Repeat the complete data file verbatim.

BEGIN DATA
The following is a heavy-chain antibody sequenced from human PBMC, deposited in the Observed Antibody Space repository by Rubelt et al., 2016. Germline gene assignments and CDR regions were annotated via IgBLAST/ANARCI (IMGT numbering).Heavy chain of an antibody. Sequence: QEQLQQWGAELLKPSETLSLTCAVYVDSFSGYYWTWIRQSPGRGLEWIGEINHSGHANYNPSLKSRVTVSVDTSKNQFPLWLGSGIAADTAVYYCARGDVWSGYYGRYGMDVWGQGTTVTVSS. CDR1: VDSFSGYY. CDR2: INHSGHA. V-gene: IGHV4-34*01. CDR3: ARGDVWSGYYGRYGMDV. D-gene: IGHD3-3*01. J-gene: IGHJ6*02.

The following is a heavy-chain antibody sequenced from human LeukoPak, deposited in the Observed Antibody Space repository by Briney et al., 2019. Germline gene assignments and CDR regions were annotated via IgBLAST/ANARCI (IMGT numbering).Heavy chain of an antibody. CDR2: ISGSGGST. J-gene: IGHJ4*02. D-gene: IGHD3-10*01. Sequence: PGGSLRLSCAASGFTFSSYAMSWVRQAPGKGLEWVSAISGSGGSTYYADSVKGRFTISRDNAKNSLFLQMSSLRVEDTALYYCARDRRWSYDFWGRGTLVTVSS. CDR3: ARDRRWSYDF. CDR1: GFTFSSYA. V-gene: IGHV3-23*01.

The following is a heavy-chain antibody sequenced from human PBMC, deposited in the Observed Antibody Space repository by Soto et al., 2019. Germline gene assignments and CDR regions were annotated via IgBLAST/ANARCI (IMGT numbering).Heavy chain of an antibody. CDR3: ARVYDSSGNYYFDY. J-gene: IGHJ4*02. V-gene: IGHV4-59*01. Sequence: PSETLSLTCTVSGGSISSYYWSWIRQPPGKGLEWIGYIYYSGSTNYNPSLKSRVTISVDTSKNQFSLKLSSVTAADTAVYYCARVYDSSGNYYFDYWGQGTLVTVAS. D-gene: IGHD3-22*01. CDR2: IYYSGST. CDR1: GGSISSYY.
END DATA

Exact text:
The following is a heavy-chain antibody sequenced from human PBMC, deposited in the Observed Antibody Space repository by Rubelt et al., 2016. Germline gene assignments and CDR regions were annotated via IgBLAST/ANARCI (IMGT numbering).Heavy chain of an antibody. Sequence: QEQLQQWGAELLKPSETLSLTCAVYVDSFSGYYWTWIRQSPGRGLEWIGEINHSGHANYNPSLKSRVTVSVDTSKNQFPLWLGSGIAADTAVYYCARGDVWSGYYGRYGMDVWGQGTTVTVSS. CDR1: VDSFSGYY. CDR2: INHSGHA. V-gene: IGHV4-34*01. CDR3: ARGDVWSGYYGRYGMDV. D-gene: IGHD3-3*01. J-gene: IGHJ6*02.

The following is a heavy-chain antibody sequenced from human LeukoPak, deposited in the Observed Antibody Space repository by Briney et al., 2019. Germline gene assignments and CDR regions were annotated via IgBLAST/ANARCI (IMGT numbering).Heavy chain of an antibody. CDR2: ISGSGGST. J-gene: IGHJ4*02. D-gene: IGHD3-10*01. Sequence: PGGSLRLSCAASGFTFSSYAMSWVRQAPGKGLEWVSAISGSGGSTYYADSVKGRFTISRDNAKNSLFLQMSSLRVEDTALYYCARDRRWSYDFWGRGTLVTVSS. CDR3: ARDRRWSYDF. CDR1: GFTFSSYA. V-gene: IGHV3-23*01.

The following is a heavy-chain antibody sequenced from human PBMC, deposited in the Observed Antibody Space repository by Soto et al., 2019. Germline gene assignments and CDR regions were annotated via IgBLAST/ANARCI (IMGT numbering).Heavy chain of an antibody. CDR3: ARVYDSSGNYYFDY. J-gene: IGHJ4*02. V-gene: IGHV4-59*01. Sequence: PSETLSLTCTVSGGSISSYYWSWIRQPPGKGLEWIGYIYYSGSTNYNPSLKSRVTISVDTSKNQFSLKLSSVTAADTAVYYCARVYDSSGNYYFDYWGQGTLVTVAS. D-gene: IGHD3-22*01. CDR2: IYYSGST. CDR1: GGSISSYY.